The standards are presented grade by grade in grades K-8 and are a progression of standards at each grade level.
The 6th – 8th grade standards focus on four types of writing: expository, narrative, persuasive, and technical writing. The convention standards are woven into each unit. Also, students examine response to literature, and analyze and create nonfiction text. Sixth grade standards also include mythology while 7th and 8th grade standards include poetry/drama.
- Reading: In reading a text closely, the student works carefully to discern the author’s perspective and the particular facts and details that support it. The student reads thoughtfully and purposefully, constantly checking for understanding of the author’s intent and meaning so that the interpretation will be sound.
- Writing: The student writes clear, coherent text that develops a central idea or tells a story. The writing shows consideration of the audience and purpose. The student progresses through the stages of the writing process (e.g., prewriting, drafting, revising,
and editing successive versions).
- Conventions: Conventions are essential for reading, writing, and speaking. Instruction in language conventions will, therefore, occur within the context of reading, writing, and speaking, rather than in isolation. The student writes to make connections with the larger world. A student’s ideas are more likely to be taken seriously when the words are spelled accurately and the sentences are grammatically correct. Use of Standard English conventions helps readers understand and follow the student’s meaning, while errors can be distracting and confusing. Standard English conventions are the “good manners” of writing and speaking that make communication fluid.
- Listening/Speaking/Viewing: The student demonstrates an understanding of listening, speaking, and viewing skills for a variety of purposes. The student listens critically and responds appropriately to oral communication in a variety of genres and media. The student speaks in a manner that guides the listener to understand important ideas.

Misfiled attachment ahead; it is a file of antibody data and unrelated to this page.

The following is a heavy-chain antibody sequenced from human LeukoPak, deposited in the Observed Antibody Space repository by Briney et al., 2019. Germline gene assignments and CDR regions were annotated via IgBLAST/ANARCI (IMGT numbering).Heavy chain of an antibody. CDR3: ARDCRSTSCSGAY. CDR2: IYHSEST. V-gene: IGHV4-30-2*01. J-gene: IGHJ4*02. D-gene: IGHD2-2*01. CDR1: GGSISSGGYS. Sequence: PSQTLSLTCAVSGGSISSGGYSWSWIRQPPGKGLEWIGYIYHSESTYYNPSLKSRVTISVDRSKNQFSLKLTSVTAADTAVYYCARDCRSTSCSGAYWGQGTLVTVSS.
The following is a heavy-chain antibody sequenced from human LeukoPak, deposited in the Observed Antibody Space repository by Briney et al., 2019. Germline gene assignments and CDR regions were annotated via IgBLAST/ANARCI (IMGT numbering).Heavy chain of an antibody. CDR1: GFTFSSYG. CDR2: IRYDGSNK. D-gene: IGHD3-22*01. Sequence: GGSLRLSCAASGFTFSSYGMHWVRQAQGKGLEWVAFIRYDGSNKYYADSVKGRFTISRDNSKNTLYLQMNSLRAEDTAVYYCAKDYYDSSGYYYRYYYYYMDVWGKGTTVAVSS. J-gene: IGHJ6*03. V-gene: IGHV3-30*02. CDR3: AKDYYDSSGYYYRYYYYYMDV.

A standard for reading-across-the-curriculum is included in grades 6-12. This standard is intended to meet the requirement that every student read 25 books or one million words per year.
- Reading Across the Curriculum: After the elementary years, students are seriously engaged in reading for learning. This process sweeps across all disciplinary domains, extending even to the area of personal learning. Students encounter a variety of informational and fictional texts, and they read texts in all genres and modes of discourse. In the study of various disciplines of learning (language arts, mathematics, science, social studies), students must learn, through reading, the communities of discourse of those disciplines. Each subject has its own specific vocabulary; and for students to excel in all subjects, they must learn the specific vocabulary of all subject areas in context. In the middle grades, students self-select reading materials based on personal interests established through classroom learning. Students become curious about science, mathematics, history, and literature as they form contexts for those subjects related to their personal and classroom experiences. As students explore academic areas through reading, they develop favorite subjects and become confident in their verbal discourse about those subjects. Reading across the curriculum develops students’ academic and personal interests in different subjects, as well as their understanding and expertise across subject areas. As students read, they develop both content and contextual vocabulary. They also build good habits for reading, researching, and learning. Reading Across the Curriculum standards are the same for grades 6-12.
The Mathematics curriculum in the Tift County School district follows the state standards. Math classes challenge students to achieve beyond the minimum requirements. Topics are represented in multiple ways including concrete/pictorial, verbal/written, numeric/data-based, graphical, and symbolic. Concepts are introduced and used in the context of real world phenomena.
By the end of grade seven, students will understand and use rational numbers, including signed numbers; solve linear equations in one variable; sketch and construct plane figures; demonstrate understanding of transformations; use and apply properties of similarity; examine properties of geometric shapes in space; describe and sketch solid figures, including their cross-sections; represent and describe relationships between variables in tables, graphs, and formulas; analyze the characteristics of linear relationships; and represent and analyze data using graphical displays, measures of central tendency, and measures of variation. Instruction and assessment includes the appropriate use of manipulatives and technology.